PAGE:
Stable Diffusion is an AI-powered image-synthesis model released last year that can generate images based on text descriptions. It can also transform existing images using a technique called "img2img." The creator did not detail the exact technique used to create the novel codes in English, but based on this blog post and the title of the Reddit post ("ControlNet for QR Code"), they apparently trained several custom Stable Diffusion ControlNet models (plus LoRA fine tunings) that have been conditioned to create different-styled results. Next, they fed existing QR codes into the Stable Diffusion AI image generator and used ControlNet to maintain the QR code's data positioning despite synthesizing an image around it, likely using a written prompt. Other techniques exist to make artistic-looking QR codes by manipulating the positions of dots within the codes to make meaningful patterns that can still be read. In this case, Stable Diffusion is not only controlling dot positions but also blending picture details to match the QR code.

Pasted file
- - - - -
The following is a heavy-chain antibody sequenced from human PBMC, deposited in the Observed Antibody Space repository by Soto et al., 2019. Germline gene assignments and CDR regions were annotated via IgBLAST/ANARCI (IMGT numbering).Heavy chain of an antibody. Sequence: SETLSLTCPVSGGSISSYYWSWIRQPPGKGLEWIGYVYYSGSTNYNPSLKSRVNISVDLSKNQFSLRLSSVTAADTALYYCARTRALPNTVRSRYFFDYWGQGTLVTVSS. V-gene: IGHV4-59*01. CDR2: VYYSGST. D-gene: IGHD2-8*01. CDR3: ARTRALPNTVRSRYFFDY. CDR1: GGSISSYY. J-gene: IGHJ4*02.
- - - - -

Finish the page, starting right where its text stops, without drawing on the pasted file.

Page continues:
This interesting use of Stable Diffusion is possible because of the innate error correction feature built into QR codes. This error correction capability allows a certain percentage of the QR code's data to be restored if it's damaged or obscured, permitting a level of modification without making the code unreadable. In typical QR codes, this error correction feature serves to recover information if part of the code is damaged or dirty. But in nhciao's case, it has been leveraged to blend creativity with utility. Stable Diffusion added unique artistic touches to the QR codes without compromising their functionality. [...] This discovery opens up new possibilities for both digital art and marketing. Ordinary black-and-white QR codes could be turned into unique pieces of art, enhancing their aesthetic appeal. The positive reaction to nhciao's experiment on social media may spark a new era in which QR codes are not just tools of convenience but also interesting and complex works of art.


Reddit Laying Off Employees and Slowing Hiring Amid Restructuring 12